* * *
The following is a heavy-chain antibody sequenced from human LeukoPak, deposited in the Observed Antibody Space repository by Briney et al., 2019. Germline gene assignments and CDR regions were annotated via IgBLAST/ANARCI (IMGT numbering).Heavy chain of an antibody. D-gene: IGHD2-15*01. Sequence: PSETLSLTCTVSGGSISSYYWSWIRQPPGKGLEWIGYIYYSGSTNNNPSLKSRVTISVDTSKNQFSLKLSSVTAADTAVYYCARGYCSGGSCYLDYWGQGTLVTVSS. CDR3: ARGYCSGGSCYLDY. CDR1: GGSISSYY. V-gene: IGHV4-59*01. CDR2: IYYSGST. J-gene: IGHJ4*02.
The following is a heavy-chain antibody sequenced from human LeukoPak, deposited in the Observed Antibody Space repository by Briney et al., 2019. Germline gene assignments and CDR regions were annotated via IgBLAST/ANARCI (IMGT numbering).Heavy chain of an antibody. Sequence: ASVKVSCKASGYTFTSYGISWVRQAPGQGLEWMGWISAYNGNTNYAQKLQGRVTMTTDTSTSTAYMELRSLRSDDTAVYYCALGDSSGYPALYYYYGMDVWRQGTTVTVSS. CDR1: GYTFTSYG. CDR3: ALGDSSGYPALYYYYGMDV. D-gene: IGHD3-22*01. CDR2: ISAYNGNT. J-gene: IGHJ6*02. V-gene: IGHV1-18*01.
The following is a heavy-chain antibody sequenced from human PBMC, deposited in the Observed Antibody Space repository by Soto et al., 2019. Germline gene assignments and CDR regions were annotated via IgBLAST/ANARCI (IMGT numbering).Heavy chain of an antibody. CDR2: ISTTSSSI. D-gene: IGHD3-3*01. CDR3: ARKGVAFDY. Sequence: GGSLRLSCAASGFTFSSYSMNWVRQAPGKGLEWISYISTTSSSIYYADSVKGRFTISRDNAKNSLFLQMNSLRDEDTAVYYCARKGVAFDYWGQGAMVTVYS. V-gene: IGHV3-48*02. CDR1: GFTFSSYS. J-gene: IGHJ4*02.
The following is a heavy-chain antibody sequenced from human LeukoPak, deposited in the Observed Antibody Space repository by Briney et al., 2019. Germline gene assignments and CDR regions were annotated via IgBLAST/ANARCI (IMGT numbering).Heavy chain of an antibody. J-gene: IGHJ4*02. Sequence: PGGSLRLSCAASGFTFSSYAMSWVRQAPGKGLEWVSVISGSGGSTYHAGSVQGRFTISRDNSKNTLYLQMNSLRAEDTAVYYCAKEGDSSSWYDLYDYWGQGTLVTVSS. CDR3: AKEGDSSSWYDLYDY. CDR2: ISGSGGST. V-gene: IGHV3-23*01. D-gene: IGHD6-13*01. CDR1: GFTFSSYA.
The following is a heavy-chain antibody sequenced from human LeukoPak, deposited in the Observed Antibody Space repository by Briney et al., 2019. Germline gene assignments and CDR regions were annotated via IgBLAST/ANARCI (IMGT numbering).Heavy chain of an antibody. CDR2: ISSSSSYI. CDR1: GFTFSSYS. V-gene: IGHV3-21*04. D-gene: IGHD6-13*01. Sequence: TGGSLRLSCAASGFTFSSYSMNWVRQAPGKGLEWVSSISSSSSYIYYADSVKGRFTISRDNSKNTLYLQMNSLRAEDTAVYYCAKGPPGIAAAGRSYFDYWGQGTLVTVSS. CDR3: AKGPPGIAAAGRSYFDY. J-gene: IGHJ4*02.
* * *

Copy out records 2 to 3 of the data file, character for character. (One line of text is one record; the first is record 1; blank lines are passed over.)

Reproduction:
The following is a heavy-chain antibody sequenced from human LeukoPak, deposited in the Observed Antibody Space repository by Briney et al., 2019. Germline gene assignments and CDR regions were annotated via IgBLAST/ANARCI (IMGT numbering).Heavy chain of an antibody. Sequence: ASVKVSCKASGYTFTSYGISWVRQAPGQGLEWMGWISAYNGNTNYAQKLQGRVTMTTDTSTSTAYMELRSLRSDDTAVYYCALGDSSGYPALYYYYGMDVWRQGTTVTVSS. CDR1: GYTFTSYG. CDR3: ALGDSSGYPALYYYYGMDV. D-gene: IGHD3-22*01. CDR2: ISAYNGNT. J-gene: IGHJ6*02. V-gene: IGHV1-18*01.
The following is a heavy-chain antibody sequenced from human PBMC, deposited in the Observed Antibody Space repository by Soto et al., 2019. Germline gene assignments and CDR regions were annotated via IgBLAST/ANARCI (IMGT numbering).Heavy chain of an antibody. CDR2: ISTTSSSI. D-gene: IGHD3-3*01. CDR3: ARKGVAFDY. Sequence: GGSLRLSCAASGFTFSSYSMNWVRQAPGKGLEWISYISTTSSSIYYADSVKGRFTISRDNAKNSLFLQMNSLRDEDTAVYYCARKGVAFDYWGQGAMVTVYS. V-gene: IGHV3-48*02. CDR1: GFTFSSYS. J-gene: IGHJ4*02.